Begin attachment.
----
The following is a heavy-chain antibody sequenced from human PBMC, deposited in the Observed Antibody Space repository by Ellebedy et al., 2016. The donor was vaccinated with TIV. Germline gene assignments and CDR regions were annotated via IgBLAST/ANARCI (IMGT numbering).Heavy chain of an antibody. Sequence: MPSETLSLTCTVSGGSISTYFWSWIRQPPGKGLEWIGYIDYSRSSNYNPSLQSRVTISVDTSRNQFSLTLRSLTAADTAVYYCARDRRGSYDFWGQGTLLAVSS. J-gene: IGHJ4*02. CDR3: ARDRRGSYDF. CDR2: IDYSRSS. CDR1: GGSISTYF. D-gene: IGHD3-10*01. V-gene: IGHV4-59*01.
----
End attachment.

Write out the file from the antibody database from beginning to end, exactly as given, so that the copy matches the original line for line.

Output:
The following is a heavy-chain antibody sequenced from human PBMC, deposited in the Observed Antibody Space repository by Ellebedy et al., 2016. The donor was vaccinated with TIV. Germline gene assignments and CDR regions were annotated via IgBLAST/ANARCI (IMGT numbering).Heavy chain of an antibody. Sequence: MPSETLSLTCTVSGGSISTYFWSWIRQPPGKGLEWIGYIDYSRSSNYNPSLQSRVTISVDTSRNQFSLTLRSLTAADTAVYYCARDRRGSYDFWGQGTLLAVSS. J-gene: IGHJ4*02. CDR3: ARDRRGSYDF. CDR2: IDYSRSS. CDR1: GGSISTYF. D-gene: IGHD3-10*01. V-gene: IGHV4-59*01.